Statuary reports.

If those two words sound boring, I really haven’t managed to convey the sheer mind numbing, soul sucking mundanity of them. When my boos told me my next project was producing statuary reports, I asked him what they were. “No idea” he said, but the government says we have to have them. And there were a lot of them. I was going to spend the next year of my life writing them. After a couple of months, I decided I just couldn’t take any more. I began to look for another job.

Those were the heady days when you put your CV out one Friday morning and by the afternoon, you would have 5 interviews lined up. By the following Friday, you would have at least two job offers. When I handed in my letter of resignation, my boss told me not to be so hasty and that he would see what he could sort out. A few days later, he called me in and offered me a big pile of cash. But only if I finished the statuary reports.

My head hit the desk with a thump.

Information overload

Big Data: water wordscape

Big Data: water wordscape (Photo credit: Marius B)

Information is the most valuable tool we have. Without reliable information, decisions can only be made on hunches. One of the main benefits of computers was that they were supposed to help us deal with information, but there are some unfortunate side effects. Partly because of our hunger for ever more power and partly because of progress in making bigger and better computers, they have steadily grown ever since they were invented in a phenomenon is widely referred to as Moore’s law.

Not only that, but devices have become cheaper and cheaper. The Sinclair Spectrum was priced at £179 at launch 30 years ago, a sum probably equivalent to double that now. That was a machine with no screen, 48K of memory and no storage. Nowadays you could have a tablet, or a phone or even a couple of netbooks all with power that would completely dwarf the humble spectrum. As computers have become more affordable, they have proliferated.

And not just consumer devices. It now makes perfect sense to use computational devices in almost every setting thanks to the cheapness and the ingenuity of the Chinese. IBM told me at impact that there are 9.5Bn connected devices in the world today growing to 20Bn in 2015. All of these devices are producing data at an alarming rate. Storage companies fall over themselves to tell you how fast this data is growing, but take it from me – it’s exponential.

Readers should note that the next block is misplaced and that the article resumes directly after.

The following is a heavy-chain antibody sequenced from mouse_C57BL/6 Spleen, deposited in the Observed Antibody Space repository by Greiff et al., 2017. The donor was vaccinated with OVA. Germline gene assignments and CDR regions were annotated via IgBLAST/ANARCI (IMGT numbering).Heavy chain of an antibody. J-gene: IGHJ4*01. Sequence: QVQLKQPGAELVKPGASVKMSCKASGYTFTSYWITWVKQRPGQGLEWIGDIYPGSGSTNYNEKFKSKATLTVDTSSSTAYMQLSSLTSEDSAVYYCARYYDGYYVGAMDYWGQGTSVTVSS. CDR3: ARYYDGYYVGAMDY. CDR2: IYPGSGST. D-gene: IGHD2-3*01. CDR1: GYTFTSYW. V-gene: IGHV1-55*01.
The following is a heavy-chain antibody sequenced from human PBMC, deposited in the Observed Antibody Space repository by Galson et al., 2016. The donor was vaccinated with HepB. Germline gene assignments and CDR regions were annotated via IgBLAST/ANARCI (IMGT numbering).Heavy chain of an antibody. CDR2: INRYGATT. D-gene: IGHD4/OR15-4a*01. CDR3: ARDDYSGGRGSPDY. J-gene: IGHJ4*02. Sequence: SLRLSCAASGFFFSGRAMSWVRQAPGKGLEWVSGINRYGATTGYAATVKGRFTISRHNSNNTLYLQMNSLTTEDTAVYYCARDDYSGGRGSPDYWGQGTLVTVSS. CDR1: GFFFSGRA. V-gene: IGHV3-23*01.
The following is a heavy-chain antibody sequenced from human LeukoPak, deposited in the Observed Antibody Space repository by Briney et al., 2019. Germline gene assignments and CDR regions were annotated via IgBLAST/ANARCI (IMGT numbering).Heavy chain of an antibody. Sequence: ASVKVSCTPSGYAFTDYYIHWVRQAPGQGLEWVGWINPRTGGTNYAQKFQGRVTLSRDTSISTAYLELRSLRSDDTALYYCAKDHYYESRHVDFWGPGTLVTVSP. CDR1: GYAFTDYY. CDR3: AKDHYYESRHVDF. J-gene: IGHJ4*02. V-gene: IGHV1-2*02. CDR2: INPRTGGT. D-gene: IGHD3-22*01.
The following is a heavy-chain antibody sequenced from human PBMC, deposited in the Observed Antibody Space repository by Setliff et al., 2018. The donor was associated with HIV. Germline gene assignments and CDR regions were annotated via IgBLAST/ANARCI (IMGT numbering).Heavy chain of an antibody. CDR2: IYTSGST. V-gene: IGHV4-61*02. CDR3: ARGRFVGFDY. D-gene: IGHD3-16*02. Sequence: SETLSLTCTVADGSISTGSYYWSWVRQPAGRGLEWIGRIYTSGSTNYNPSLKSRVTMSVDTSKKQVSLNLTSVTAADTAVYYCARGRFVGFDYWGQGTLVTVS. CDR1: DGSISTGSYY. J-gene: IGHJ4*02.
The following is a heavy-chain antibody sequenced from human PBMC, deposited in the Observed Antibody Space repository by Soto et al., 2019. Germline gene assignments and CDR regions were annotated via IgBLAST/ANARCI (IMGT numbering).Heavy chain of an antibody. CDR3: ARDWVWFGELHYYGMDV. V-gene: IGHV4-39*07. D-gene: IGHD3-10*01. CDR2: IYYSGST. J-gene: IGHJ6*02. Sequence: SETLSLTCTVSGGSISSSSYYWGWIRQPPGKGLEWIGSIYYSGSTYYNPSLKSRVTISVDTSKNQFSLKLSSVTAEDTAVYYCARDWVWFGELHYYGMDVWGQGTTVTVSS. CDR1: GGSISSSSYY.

The other side effect of computers is that the average human being now has the attention span of a hyperactive goldfish. Because the answer is available from Google in 0.2 nanoseconds, why would you want to read a report or a book? Twitter delivers a constant stream of news in 140 character long chunks. This means that we are no longer happy to do lots of analysis to get our answers, we want to know instantly.

So how do we make sense of this muddle?

I have always been a fan of infographics as a mechanism for presenting complex information. Ingeniously through pictures, infographics helps the reader to understand the big picture. Spatial and relative relationships are easily picked out, but detail is not. Newspapers use info graphics to great effect – especially when trying to explain concepts like exactly how much money we all owe thanks to the financial meltdown. This is a great site to see some really good examples; http://www.coolinfographics.com/

Big Data was a much vaunted concept at IBM Impact too. If you want to process the huge amount of data available today, then traditional methods are just not going to work. Reading all the data into a relational database and then running a query will mean you need a huge building to house the storage, a power station to feed the computers and half a century to wait for the result. The only way to process this data is as a stream – a bit like the water coming out of a firehose. Then you need to use something called complex events processing to look for relationships between the data.

One of the most interesting concepts in dealing with the information overload is the semantic web. The idea is that computers need to make sense of all this data themselves and answer any questions we have. This is the technology behind the Siri voice response software in the latest iPhone. There is even a search engine. It’s not perfect by any means – try searching for “Who is the richest man in France” or my personal favourite “Who is the sexiest woman” 🙂 But what is interesting is how often it does get it right.

One day – the characters in Star Trek the next generation talking to their computers will look positively antiquated – and I for one can’t wait.